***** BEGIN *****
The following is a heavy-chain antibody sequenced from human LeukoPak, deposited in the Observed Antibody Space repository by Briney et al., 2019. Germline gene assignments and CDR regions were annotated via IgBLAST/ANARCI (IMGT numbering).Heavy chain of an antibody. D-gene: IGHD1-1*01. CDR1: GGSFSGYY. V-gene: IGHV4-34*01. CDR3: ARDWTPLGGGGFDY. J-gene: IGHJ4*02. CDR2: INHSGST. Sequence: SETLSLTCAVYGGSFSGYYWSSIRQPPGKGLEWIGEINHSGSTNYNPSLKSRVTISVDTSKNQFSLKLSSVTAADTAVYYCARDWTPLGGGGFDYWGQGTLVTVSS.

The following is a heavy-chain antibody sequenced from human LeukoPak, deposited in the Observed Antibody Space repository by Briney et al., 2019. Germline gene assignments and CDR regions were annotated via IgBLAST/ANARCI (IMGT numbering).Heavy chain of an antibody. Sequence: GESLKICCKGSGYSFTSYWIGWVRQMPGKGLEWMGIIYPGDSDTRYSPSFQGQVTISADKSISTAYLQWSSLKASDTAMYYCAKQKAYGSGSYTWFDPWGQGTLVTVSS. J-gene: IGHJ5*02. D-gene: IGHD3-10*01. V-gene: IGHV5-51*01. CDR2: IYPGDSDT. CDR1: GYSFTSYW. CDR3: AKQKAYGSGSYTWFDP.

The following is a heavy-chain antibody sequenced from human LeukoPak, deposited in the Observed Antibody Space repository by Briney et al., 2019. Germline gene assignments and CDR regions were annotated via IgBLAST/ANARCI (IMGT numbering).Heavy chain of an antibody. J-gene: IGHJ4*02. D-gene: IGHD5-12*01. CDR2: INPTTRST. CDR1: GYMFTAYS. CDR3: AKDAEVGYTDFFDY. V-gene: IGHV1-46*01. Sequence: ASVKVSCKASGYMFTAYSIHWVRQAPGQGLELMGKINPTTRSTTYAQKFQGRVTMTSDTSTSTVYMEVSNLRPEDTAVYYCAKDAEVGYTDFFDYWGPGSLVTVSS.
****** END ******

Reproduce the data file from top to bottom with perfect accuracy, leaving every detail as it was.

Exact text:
The following is a heavy-chain antibody sequenced from human LeukoPak, deposited in the Observed Antibody Space repository by Briney et al., 2019. Germline gene assignments and CDR regions were annotated via IgBLAST/ANARCI (IMGT numbering).Heavy chain of an antibody. D-gene: IGHD1-1*01. CDR1: GGSFSGYY. V-gene: IGHV4-34*01. CDR3: ARDWTPLGGGGFDY. J-gene: IGHJ4*02. CDR2: INHSGST. Sequence: SETLSLTCAVYGGSFSGYYWSSIRQPPGKGLEWIGEINHSGSTNYNPSLKSRVTISVDTSKNQFSLKLSSVTAADTAVYYCARDWTPLGGGGFDYWGQGTLVTVSS.

The following is a heavy-chain antibody sequenced from human LeukoPak, deposited in the Observed Antibody Space repository by Briney et al., 2019. Germline gene assignments and CDR regions were annotated via IgBLAST/ANARCI (IMGT numbering).Heavy chain of an antibody. Sequence: GESLKICCKGSGYSFTSYWIGWVRQMPGKGLEWMGIIYPGDSDTRYSPSFQGQVTISADKSISTAYLQWSSLKASDTAMYYCAKQKAYGSGSYTWFDPWGQGTLVTVSS. J-gene: IGHJ5*02. D-gene: IGHD3-10*01. V-gene: IGHV5-51*01. CDR2: IYPGDSDT. CDR1: GYSFTSYW. CDR3: AKQKAYGSGSYTWFDP.

The following is a heavy-chain antibody sequenced from human LeukoPak, deposited in the Observed Antibody Space repository by Briney et al., 2019. Germline gene assignments and CDR regions were annotated via IgBLAST/ANARCI (IMGT numbering).Heavy chain of an antibody. J-gene: IGHJ4*02. D-gene: IGHD5-12*01. CDR2: INPTTRST. CDR1: GYMFTAYS. CDR3: AKDAEVGYTDFFDY. V-gene: IGHV1-46*01. Sequence: ASVKVSCKASGYMFTAYSIHWVRQAPGQGLELMGKINPTTRSTTYAQKFQGRVTMTSDTSTSTVYMEVSNLRPEDTAVYYCAKDAEVGYTDFFDYWGPGSLVTVSS.